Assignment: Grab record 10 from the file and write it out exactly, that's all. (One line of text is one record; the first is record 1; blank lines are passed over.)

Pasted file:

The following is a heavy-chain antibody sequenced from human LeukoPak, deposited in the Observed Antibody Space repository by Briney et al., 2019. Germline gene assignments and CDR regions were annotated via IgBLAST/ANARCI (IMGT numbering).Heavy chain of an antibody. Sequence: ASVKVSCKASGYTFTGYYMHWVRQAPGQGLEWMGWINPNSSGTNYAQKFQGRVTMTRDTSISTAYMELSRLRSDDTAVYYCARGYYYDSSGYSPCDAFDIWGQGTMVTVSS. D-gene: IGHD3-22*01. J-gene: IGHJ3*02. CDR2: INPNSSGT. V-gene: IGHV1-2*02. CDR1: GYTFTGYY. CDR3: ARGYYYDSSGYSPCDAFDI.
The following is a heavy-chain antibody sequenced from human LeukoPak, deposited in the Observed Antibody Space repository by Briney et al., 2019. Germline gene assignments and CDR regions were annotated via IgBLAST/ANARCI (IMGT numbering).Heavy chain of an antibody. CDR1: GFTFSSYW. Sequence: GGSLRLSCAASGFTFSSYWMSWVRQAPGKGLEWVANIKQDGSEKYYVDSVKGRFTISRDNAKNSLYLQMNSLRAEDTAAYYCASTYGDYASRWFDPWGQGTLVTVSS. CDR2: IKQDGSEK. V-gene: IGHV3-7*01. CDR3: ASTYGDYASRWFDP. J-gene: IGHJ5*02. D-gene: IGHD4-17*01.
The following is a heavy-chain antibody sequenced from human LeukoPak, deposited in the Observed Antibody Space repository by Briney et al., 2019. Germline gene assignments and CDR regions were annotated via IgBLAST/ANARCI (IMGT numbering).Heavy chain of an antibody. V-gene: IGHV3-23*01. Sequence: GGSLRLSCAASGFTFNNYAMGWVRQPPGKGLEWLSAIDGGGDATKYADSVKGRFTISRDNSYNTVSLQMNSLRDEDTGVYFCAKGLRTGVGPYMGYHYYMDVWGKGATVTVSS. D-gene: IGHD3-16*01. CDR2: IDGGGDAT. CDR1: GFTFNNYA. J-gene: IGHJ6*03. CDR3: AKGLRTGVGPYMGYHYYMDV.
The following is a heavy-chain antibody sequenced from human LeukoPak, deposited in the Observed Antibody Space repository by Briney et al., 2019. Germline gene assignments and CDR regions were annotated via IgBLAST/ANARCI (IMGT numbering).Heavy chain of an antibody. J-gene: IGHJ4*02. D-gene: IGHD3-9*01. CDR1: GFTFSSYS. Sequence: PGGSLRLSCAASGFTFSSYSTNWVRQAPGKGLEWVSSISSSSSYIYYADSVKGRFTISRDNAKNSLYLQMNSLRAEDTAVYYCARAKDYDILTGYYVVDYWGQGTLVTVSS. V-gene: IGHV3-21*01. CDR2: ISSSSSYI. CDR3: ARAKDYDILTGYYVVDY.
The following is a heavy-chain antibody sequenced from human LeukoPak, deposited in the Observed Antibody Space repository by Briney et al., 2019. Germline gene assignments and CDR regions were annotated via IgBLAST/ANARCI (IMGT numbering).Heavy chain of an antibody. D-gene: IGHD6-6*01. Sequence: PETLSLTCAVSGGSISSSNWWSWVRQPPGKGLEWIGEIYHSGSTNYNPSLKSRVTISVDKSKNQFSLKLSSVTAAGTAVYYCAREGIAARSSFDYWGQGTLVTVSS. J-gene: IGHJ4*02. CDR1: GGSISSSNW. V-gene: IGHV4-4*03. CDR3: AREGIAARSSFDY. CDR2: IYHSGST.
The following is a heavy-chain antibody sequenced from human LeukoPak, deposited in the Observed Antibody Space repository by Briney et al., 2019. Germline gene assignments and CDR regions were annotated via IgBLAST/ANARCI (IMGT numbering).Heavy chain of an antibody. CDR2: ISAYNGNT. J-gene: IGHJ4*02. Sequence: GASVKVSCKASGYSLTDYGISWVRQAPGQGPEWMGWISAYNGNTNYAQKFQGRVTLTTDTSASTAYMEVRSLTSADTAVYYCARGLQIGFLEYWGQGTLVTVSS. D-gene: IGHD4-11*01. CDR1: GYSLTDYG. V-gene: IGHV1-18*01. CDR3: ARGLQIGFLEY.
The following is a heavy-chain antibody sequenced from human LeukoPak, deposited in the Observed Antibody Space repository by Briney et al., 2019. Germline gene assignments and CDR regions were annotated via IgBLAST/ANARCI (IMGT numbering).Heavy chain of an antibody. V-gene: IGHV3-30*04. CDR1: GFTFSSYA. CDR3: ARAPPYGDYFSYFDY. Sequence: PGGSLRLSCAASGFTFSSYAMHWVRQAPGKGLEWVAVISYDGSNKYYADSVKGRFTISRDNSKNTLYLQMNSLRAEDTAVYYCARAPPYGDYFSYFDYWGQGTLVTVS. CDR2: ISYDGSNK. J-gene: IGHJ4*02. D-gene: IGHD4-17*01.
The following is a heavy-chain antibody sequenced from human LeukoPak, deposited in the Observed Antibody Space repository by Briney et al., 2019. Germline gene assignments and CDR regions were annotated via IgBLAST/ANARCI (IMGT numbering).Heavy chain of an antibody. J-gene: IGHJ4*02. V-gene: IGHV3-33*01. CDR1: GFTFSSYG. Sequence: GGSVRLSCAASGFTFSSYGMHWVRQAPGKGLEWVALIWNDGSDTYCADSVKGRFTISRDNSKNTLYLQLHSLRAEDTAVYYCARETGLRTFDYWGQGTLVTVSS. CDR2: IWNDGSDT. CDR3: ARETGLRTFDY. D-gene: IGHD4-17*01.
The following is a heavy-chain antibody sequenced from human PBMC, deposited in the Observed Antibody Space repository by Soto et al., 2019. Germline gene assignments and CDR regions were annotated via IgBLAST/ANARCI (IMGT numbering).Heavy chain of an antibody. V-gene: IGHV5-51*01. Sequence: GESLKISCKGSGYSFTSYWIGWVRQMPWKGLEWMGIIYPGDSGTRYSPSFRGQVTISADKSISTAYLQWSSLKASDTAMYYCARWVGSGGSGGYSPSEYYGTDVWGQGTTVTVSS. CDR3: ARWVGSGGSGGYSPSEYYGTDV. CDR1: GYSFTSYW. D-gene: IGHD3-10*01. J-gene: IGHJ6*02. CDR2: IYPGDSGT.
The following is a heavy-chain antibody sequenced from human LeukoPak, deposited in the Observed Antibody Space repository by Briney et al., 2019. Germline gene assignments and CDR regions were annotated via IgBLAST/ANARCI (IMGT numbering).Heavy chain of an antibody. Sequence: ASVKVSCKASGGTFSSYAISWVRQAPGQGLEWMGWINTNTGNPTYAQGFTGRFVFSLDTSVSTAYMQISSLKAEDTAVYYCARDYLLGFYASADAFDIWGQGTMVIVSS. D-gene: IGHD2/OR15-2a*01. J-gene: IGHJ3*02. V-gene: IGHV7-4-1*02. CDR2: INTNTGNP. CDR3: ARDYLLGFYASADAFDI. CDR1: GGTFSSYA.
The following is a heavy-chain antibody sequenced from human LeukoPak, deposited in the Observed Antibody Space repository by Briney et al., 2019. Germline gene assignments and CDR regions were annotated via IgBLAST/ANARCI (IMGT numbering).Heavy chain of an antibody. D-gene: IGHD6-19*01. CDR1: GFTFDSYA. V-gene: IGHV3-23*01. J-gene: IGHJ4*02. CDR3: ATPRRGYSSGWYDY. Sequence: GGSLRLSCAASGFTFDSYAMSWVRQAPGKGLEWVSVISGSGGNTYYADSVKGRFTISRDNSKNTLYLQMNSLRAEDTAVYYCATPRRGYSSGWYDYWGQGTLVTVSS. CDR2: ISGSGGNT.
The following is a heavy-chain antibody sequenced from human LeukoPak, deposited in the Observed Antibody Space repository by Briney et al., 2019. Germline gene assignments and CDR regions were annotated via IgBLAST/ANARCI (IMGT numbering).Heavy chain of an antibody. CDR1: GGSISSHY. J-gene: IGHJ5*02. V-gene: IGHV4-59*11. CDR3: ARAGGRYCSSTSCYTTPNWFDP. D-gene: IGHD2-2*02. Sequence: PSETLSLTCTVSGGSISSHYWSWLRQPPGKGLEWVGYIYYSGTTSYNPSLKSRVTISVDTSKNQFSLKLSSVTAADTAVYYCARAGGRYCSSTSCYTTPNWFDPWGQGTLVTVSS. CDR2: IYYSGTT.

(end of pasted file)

The following is a heavy-chain antibody sequenced from human LeukoPak, deposited in the Observed Antibody Space repository by Briney et al., 2019. Germline gene assignments and CDR regions were annotated via IgBLAST/ANARCI (IMGT numbering).Heavy chain of an antibody. Sequence: ASVKVSCKASGGTFSSYAISWVRQAPGQGLEWMGWINTNTGNPTYAQGFTGRFVFSLDTSVSTAYMQISSLKAEDTAVYYCARDYLLGFYASADAFDIWGQGTMVIVSS. D-gene: IGHD2/OR15-2a*01. J-gene: IGHJ3*02. V-gene: IGHV7-4-1*02. CDR2: INTNTGNP. CDR3: ARDYLLGFYASADAFDI. CDR1: GGTFSSYA.